Comic-Con 2009: Watchmen Director: "Technology Is Its Own Religion"

By Amos Zeeberg (Discover Web Editor) | July 29, 2009 1:33 pm

watchmen-directors-cut-220.jpgWatchmen director Zack Snyder has a favorite added scene in the new Watchmen Director’s Cut. The blue-hued superhuman Dr. Manhattan has just taken his sporadic girlfriend Laurie Juspeczyk to Mars for a good heart-to-hyperconscious-heart. “We’re all puppets, Laurie,” he says. “I’m just a puppet who can see the strings.”

Is technology a panacea that can deliver man from his own idiocy or a neutral entity used for good or evil and locked the same physical laws as mere mortals? Such are the themes that Snyder tries to mine further in the re-edited version, which hit stores July 21 and includes 25 minutes of additional footage.

“The movie, at its core, is a technological-philosophical exercise,” Snyder tells SciNoFi. “When the graphic novel was originally written, it was influenced by the dropping of the atomic bomb on the Japanese and how it created this modern moral dilemma with the idea that you could kill hundreds of thousands to save millions and whether that was OK or not.

“The specific theme—more in the director’s cut than the theatrical version—is that the technology creates a god-man, and, by proxy, that technology is its own religion,” says Snyder. Yet this god is not above the laws of the universe. “He’s saying free will is an illusion and that he also is a slave to his own way of thinking. ‘Just because I’m a god doesn’t mean I’m not also a slave to the same rules.'” These layered and often contradictory elements of technology—personified by Dr. Manhattan—resonate as much today as when Watchmen was first published two decades ago.

“I was really fascinated with Dr. Manhattan’s revelation that he had lost touch with the humanity of things,” says Snyder. “The idea of technology taking us away from our humanity—we see that every day with the Internet and social networking. You don’t talk to people fact-to-face; the voice at the other end is becoming more and more abstract. Eventually, we may reach a point where they write a program that just responds to questions in such a way that it seems like there’s someone with a heartbeat on the other end. Those are the questions we face as we get more entrenched in technology”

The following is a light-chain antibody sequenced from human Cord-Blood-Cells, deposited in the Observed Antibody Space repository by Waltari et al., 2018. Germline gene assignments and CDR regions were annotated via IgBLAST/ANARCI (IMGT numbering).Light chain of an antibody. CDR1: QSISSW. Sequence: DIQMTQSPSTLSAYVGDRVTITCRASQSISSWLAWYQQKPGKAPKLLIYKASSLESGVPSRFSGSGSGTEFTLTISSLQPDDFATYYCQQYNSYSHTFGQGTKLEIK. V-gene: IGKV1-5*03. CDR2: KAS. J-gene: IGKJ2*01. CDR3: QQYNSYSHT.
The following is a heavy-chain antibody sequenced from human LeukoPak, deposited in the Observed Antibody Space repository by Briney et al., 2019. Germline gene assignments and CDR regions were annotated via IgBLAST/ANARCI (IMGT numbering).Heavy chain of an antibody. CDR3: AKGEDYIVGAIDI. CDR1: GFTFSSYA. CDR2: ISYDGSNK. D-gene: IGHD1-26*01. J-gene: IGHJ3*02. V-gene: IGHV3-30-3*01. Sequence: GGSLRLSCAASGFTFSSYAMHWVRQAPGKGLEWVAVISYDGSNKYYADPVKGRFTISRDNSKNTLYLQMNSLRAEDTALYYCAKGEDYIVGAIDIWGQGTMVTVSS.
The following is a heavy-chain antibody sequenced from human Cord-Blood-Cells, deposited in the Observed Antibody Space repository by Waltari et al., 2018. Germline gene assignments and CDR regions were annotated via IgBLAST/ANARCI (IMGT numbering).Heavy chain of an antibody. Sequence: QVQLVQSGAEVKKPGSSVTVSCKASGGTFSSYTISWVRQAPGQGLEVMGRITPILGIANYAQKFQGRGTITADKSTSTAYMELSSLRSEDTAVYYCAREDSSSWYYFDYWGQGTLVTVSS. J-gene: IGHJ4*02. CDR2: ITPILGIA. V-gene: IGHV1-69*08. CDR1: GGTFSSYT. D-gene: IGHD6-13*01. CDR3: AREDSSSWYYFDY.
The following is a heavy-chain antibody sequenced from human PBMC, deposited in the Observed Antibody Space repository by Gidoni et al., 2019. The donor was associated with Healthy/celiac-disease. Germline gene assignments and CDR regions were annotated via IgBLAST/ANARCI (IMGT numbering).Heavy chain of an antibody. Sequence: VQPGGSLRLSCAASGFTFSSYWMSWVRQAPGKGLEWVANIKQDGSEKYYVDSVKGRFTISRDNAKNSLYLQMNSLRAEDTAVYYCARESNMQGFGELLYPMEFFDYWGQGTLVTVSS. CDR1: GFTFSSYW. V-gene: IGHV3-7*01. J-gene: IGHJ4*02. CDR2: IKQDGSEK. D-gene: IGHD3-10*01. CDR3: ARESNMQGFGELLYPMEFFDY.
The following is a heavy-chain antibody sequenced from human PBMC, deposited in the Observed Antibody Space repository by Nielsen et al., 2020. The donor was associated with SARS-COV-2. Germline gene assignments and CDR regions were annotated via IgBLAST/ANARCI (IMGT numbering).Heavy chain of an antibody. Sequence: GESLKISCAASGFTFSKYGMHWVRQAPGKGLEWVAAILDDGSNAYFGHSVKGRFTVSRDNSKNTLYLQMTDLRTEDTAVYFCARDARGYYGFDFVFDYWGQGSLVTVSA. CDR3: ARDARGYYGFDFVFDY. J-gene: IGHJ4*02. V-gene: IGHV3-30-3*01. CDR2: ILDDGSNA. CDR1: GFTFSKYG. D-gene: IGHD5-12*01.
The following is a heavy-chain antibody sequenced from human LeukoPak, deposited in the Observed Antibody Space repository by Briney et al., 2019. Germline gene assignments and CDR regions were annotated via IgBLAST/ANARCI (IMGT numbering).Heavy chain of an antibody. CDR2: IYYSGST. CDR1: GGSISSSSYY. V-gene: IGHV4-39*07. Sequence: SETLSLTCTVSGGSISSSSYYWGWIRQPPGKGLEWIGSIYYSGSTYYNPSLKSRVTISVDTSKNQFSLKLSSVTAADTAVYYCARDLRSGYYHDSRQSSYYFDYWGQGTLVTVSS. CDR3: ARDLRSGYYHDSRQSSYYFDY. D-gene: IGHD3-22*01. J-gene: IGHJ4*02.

“I think science fiction is the gatekeeper of our dreams of what we can be and where we can go as a people,” he adds. “There is a spirituality in humanity that I hope influences the scientists of tomorrow. You can dig down and take it apart, but don’t forget the ‘why’ of it.”

—Special Comic-Con correspondent Susan Karlin

CATEGORIZED UNDER: Conferences, Movies, Philosophy

Comments (4)

  1. What a load of crap by Zack Snyder! The internet and social networking take us away from our humanity? On the contrary! Those thing bring people closer together. People who before would never have been able to communicate in any way, now can. Technology doesn’t stand in opposition to humanity, technology is the most human thing there is. Flint knives, agriculture, space travel, these are the things that define what it is to be humanity.

    And what does religion have to do with anything? “Dr. Manhattan is an almost-god! Technology is a religion!” Mr. Snyder is indulging is quasi-philosophy, methinks. Soon he’ll wonder about quantum mechanics and it’s implications on the question of how many angels can dance on the head of a pin.

    I’m starting to loathe Zack Snyder. It’s blatantly obvious he knows nothing of either philosophy, science or technology. Or humanity, for that matter. If he did he wouldn’t say that technology remove us from our humanity and is done out of “spirituality” – whatever that’s supposed to mean.

  2. This is a great article! Thanks for sharing this thought-provoking debate. Technology is what it is, another tool invented by man to improve our lives. The egos of some men causes them to believe they are gods, but they are only great in their own minds. Technology isn’t bad of itself, it become bad if it is used for bad causes.

    Check out my first and recently released novel, Long Journey to Rneadal. This exciting tale is a romantic action adventure in space and is more about the characters than the technology.


Discover's Newsletter

Sign up to get the latest science news delivered weekly right to your inbox!


See More

Collapse bottom bar